One of the central threads running through this book is the sense of how Hitler and the Nazis essentially lost the war through Hitler’s mistakes. Many counterfactuals are presented to support this thesis, and Roberts explores some interesting hypotheses. Some of the questions he poses are: Why did Hitler begin his war in 1939, rather than in 1944 when the Navy and Luftwaffe planned to go to war? Why was the British Expeditionary Force allowed to escape at Dunkirk? Why were the Suez Canal and the Middle East not captured in 1941? Why did Hitler invade the USSR in 1941, fight for Stalingrad, fight Kursk on the Soviets’ terms? These are fascinating counterfactuals and they allow one to imagine how Nazism might have triumphed.
On the RAF/USAAF bombing campaign against Germany, Roberts is convincing that it was crucial in that, while it did not significantly curtail German armament production, it did prevent larger increases in German armaments. The bombing campaign also ensured that 75% of the Luftwaffe was in the West rather than on the Eastern Front. Roberts’s belief that the German experience of bombing, which killed 600,000 people, is “part of the reason that Germany is today a model democracy” ignores postwar European history.
Roberts convincingly argues that the racial element of Nazism was a massive contributory factor to their defeat. By 1939, the majority of the German Jewish intelligentsia had fled abroad. Many of them later became vital components in the Manhattan A-Bomb project. Roberts highlights the illogicality of the Holocaust, which destroyed millions of potential workers/soldiers. His chapter on the Holocaust also tackles contentious issues such as the bombing of Auschwitz, and lays out why there is no document signed by Hitler authorising the Holocaust. He is also sympathetic to Pius XII in relation to his stance on the Holocaust.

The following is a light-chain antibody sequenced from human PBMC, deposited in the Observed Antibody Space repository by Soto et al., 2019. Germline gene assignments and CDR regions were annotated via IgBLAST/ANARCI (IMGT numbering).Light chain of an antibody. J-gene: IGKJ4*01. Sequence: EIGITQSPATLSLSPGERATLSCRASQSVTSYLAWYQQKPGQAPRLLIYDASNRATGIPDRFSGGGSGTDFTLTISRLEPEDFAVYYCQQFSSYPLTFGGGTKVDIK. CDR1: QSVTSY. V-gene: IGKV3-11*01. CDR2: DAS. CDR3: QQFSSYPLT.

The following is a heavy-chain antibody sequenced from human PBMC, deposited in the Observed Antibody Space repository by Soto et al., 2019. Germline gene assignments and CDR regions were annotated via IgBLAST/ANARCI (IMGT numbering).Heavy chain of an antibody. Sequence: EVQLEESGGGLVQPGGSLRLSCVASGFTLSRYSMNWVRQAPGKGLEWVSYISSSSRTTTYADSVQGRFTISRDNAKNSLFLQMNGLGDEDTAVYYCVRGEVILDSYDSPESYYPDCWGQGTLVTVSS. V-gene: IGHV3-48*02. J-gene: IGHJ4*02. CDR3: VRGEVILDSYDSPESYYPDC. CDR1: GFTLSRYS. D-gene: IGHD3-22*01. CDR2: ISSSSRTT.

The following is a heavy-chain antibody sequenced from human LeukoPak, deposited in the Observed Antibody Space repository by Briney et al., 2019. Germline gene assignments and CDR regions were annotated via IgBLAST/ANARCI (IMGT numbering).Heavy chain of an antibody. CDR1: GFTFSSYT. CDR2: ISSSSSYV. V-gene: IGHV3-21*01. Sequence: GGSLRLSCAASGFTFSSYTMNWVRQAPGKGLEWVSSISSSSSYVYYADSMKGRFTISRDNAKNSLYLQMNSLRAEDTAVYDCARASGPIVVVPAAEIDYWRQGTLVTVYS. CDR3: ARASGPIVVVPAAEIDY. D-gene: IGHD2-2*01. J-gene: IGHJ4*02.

Roberts notes that other lost opportunities explained by the racial element of Nazism include the deaths of 3.3 million Soviet POWs, captured in the opening phases of Barbarossa, who were allowed to die of neglect rather than being rearmed into an anti-Bolshevik force. He points out that by the time the Nazis came around to the idea of recruiting a Ukrainian/Russian anti-Bolshevik army, Nazism had alienated the Soviet population by the forced expropriation of grain and the reprisals which were carried out behind enemy lines.
However, as Kennedy argues in The Rise and Fall of Great Powers, the Allies decisively won the war. Even if the German army had been without Hitler the “gambler” after 1942, it is impossible to see how Germany could have triumphed against the industrial, intellectual and military might of the UK, the US and the USSR. Even had the Germans fought beyond May 1945, the Manhattan Project would have ensured their rapid surrender.
This fact not withstanding, this fine history of World War II brings together many different strands of military history, anecdote and personal reminiscences. Roberts’s arguments are sure to reignite heated debate on where blame for the Nazi defeat and plaudits for the Allied victory should lie.
* Dr Niall Keogh is the author of Con Cremin, Ireland’s wartime diplomat, and works for NUI Maynooth in Beijing
© Irish Examiner Ltd. All rights reserved